Nature is an incredibly complex and amazing system that we only understand bits and pieces of. Of course trying to increase that understanding can be helpful, but the application of those little insights is tricky!

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Further reading today shows an endorsement of the dietary inflammatory index (DII) approach to understanding diet and health, and the role of inflammation. The results show quite clearly that inflammatory factors via the diet have a major effect on our health.

 

Typing the search string "dietary inflammatory index" into Pubmed shows that there has been an explosion of publications in this area, nearly all within the last 12 months. I have looked at the abstracts of about half of them.

 

In nearly all cases examined, a higher pro-inflammatory diet was associated with a higher disease rate, sometimes markedly so. The biggest effect was for oesophageal cancer (squamous cell type) where those with the highest pro-inflammatory diet had more than 8x the cancer rate of everyone else (oesophageal cancer is a particularly nasty way to go by the way).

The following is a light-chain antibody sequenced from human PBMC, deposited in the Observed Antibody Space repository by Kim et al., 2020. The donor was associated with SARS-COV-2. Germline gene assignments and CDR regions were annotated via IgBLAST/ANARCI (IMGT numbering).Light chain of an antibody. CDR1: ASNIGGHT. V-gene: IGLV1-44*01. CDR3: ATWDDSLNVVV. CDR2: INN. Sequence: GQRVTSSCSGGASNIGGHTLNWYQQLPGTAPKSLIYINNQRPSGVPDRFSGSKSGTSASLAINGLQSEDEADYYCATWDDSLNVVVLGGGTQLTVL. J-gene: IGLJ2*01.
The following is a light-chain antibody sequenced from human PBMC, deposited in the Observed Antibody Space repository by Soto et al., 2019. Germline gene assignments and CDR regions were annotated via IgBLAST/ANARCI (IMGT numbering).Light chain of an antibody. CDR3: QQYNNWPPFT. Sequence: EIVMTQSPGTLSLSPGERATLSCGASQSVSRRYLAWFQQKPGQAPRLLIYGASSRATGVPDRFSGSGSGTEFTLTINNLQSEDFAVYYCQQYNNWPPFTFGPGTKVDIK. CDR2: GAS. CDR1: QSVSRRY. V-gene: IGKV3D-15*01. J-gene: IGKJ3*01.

In most other studies, the risks are higher by about 2 fold (often 1.5 to 2.5 fold) for those in the top quarter of the dietary inflammatory index scores, vs those in the lowest. This was found for endometrial cancer, metabolic syndrome (a predictor of Type II diabetes). cardiovascular disease, depression, death rate (all causes), prostate cancer, colorectal cancer, loss of bone mineral density with age, and pancreatic cancer (more than 3x the risk). Only fairly small effects were found with breast cancer (but still statistically significant)